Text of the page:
"I am frankly concerned when I hear the United States is planning a major commitment for Afghanistan, but other allies ruling out doing more," he said at the security conference in southern Germany.
"That is not good for the political balance of this mission. That is not good for the balance inside the North Atlantic alliance," he said. "Leadership and burdens -- they go together."
Scheffer, who did not single out any nation, warned that the failure to step up "makes calls for Europe's voice to be heard in Washington perhaps a bit more hollow than they should be."
New US President Barack Obama has singled out Afghanistan as his main front in the "war on terrorism" and plans to deploy 30,000 more US troops there over the next 18 months.
The North Atlantic Treaty Organisation is embarked on its biggest and most-ambitious operation ever trying to spread the influence of the weak Afghan government across the strife-torn country and help foster reconstruction.
But the Taliban and its backers, including Al-Qaeda, drug lords and criminal gangs, have been waging an increasingly tenacious insurgency and seriously undermining NATO's goals.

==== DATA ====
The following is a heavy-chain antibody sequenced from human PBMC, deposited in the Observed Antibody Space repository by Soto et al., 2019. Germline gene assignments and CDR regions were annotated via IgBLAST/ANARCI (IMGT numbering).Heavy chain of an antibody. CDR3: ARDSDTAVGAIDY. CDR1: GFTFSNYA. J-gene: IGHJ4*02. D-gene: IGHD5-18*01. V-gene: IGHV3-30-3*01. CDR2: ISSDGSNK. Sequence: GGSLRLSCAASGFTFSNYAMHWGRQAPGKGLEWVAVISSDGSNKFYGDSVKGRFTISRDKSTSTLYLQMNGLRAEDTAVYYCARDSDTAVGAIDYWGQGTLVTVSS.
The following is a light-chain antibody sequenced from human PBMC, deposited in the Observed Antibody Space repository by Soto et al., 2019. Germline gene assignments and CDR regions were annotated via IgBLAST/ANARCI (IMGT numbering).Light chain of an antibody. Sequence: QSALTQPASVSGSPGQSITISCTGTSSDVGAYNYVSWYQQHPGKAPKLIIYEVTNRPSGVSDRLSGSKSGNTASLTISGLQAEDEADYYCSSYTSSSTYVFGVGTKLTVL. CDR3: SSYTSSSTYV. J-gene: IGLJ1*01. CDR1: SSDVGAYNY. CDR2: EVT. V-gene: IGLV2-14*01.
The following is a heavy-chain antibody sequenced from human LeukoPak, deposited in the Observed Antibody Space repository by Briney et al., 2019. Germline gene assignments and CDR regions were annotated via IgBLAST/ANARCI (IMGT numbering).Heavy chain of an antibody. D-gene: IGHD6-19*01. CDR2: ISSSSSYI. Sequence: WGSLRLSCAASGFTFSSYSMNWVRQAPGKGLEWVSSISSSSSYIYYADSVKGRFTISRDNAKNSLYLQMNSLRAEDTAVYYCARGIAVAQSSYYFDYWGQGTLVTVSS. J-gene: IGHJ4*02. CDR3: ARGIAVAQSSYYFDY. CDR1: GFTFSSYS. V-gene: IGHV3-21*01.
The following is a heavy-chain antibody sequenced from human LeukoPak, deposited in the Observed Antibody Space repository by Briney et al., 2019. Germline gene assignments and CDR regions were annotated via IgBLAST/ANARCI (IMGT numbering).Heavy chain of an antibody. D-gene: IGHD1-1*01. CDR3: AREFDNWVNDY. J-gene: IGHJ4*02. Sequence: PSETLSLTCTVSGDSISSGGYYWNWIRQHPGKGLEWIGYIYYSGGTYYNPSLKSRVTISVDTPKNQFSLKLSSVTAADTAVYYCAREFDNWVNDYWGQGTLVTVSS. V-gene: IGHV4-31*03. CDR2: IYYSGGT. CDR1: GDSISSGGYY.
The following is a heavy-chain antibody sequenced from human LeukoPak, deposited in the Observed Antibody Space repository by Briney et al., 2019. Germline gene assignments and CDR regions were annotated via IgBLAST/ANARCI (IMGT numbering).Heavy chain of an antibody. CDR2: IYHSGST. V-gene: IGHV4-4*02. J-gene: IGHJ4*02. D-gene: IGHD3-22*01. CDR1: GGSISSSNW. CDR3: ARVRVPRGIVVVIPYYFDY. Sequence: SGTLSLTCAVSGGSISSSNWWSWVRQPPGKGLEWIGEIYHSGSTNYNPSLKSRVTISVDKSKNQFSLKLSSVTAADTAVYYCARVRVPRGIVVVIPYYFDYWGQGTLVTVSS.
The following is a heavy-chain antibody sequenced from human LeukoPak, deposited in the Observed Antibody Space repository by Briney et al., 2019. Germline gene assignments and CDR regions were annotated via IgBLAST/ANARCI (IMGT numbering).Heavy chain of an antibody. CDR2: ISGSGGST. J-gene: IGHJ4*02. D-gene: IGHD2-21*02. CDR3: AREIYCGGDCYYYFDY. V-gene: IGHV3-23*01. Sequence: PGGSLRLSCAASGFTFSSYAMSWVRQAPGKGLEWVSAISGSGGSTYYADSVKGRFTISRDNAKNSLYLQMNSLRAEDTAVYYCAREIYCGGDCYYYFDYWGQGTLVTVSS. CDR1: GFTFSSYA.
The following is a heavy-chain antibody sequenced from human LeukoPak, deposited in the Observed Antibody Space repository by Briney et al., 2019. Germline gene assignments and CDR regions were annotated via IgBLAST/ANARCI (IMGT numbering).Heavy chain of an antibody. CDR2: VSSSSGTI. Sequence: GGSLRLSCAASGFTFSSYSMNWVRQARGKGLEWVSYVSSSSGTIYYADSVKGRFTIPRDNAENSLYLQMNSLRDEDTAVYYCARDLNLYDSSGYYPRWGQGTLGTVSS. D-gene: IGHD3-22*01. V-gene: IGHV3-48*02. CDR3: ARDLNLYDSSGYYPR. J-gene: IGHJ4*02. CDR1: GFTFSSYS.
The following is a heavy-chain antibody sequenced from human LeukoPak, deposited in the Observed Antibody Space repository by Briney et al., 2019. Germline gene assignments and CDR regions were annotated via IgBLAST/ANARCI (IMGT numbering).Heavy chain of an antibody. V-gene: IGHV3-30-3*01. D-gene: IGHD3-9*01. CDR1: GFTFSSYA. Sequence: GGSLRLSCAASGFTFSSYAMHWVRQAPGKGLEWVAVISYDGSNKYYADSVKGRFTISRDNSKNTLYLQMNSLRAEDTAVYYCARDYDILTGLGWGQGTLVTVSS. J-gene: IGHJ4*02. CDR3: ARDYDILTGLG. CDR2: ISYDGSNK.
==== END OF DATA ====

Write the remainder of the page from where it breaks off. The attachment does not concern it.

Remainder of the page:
Britain, Canada, the Netherlands and the United States have troops on the frontline of that fight in southern Afghanistan, but other allies insist that reconstruction is as important as combat and refuse to redeploy.
Germany, which has troops based in the north of the country, has been reluctant to sent troops to the south, where fighting is more intense. The Afghanistan mission is not popular with the German public and Chancellor Angela Merkel has said Germany is already doing its part there.
On Wednesday, Britain also scolded its NATO allies for not stepping forward to share combat duties, warning that there could be no freeloaders in the fight against the insurgents.
"An alliance worth its name must be one that shares the burden of membership equally amongst its members, because there can be no freeloading when it comes to collective security," British Defence Secretary John Hutton said.
"Volunteering, not waiting to be asked, must be the hallmark of a proper relationship between the transatlantic members of this alliance," he told NATO ambassadors.